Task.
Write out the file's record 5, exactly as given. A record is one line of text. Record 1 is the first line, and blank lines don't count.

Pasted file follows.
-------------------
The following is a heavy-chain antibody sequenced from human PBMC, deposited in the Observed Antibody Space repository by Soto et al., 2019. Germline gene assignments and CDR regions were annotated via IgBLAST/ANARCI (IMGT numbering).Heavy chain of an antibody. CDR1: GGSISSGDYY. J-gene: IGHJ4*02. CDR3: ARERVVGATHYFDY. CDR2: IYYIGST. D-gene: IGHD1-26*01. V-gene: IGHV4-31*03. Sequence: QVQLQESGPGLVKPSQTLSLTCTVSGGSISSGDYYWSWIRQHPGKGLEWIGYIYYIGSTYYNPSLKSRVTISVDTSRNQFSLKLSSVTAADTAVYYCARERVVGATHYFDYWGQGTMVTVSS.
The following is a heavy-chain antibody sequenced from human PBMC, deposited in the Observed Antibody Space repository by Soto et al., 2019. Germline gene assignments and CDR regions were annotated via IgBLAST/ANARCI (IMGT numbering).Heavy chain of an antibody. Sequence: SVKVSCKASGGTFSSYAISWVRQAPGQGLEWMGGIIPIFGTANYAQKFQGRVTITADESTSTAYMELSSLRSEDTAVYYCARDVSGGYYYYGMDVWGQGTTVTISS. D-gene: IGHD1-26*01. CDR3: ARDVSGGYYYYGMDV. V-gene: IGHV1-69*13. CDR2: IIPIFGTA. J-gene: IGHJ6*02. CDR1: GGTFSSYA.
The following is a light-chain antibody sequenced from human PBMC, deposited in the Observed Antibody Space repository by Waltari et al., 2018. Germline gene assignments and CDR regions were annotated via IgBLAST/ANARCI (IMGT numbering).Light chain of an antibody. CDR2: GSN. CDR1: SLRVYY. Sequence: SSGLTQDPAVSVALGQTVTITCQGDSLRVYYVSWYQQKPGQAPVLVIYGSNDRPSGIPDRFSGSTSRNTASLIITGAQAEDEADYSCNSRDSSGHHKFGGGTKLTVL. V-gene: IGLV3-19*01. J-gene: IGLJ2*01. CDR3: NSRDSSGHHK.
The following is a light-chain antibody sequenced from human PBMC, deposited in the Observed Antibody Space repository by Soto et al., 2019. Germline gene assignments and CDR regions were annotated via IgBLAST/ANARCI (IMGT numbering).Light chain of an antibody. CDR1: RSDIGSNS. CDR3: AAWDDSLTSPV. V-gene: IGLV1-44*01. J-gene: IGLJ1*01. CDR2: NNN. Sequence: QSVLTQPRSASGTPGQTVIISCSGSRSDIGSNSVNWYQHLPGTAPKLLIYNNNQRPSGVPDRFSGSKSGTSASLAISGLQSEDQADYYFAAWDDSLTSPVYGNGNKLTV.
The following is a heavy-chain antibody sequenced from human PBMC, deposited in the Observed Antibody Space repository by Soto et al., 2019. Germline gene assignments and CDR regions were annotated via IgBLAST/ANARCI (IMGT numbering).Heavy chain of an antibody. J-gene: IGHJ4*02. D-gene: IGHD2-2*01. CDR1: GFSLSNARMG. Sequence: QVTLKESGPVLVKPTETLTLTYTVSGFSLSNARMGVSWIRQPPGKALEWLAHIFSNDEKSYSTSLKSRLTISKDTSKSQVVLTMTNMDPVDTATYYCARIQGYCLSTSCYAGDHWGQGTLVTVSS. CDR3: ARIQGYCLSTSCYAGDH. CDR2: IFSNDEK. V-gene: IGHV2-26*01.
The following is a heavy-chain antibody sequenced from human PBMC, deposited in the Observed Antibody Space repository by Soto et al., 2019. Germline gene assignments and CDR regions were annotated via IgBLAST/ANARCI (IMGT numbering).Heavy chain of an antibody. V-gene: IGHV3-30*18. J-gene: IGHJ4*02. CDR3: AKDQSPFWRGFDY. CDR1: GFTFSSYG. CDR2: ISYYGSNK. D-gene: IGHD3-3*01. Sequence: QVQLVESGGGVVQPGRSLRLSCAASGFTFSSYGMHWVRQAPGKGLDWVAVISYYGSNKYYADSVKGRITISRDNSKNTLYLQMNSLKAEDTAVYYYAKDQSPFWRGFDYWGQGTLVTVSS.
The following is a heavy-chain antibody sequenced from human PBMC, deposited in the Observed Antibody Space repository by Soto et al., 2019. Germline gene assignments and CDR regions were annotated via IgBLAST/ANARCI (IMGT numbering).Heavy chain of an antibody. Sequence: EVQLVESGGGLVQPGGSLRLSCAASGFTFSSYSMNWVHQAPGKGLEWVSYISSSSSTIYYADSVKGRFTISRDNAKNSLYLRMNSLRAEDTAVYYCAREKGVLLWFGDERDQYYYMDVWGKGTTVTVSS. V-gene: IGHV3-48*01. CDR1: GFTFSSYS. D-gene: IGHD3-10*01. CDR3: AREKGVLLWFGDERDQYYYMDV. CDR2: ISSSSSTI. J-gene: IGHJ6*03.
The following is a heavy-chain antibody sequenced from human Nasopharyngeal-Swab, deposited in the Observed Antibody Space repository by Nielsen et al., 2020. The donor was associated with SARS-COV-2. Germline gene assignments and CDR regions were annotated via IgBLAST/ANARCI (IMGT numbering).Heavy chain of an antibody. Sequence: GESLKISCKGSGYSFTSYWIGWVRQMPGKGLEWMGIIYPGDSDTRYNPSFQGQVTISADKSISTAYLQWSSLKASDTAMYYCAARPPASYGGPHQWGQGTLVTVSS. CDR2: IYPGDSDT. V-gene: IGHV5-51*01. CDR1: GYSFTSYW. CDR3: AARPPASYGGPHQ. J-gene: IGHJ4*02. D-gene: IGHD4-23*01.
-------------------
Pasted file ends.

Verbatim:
The following is a heavy-chain antibody sequenced from human PBMC, deposited in the Observed Antibody Space repository by Soto et al., 2019. Germline gene assignments and CDR regions were annotated via IgBLAST/ANARCI (IMGT numbering).Heavy chain of an antibody. J-gene: IGHJ4*02. D-gene: IGHD2-2*01. CDR1: GFSLSNARMG. Sequence: QVTLKESGPVLVKPTETLTLTYTVSGFSLSNARMGVSWIRQPPGKALEWLAHIFSNDEKSYSTSLKSRLTISKDTSKSQVVLTMTNMDPVDTATYYCARIQGYCLSTSCYAGDHWGQGTLVTVSS. CDR3: ARIQGYCLSTSCYAGDH. CDR2: IFSNDEK. V-gene: IGHV2-26*01.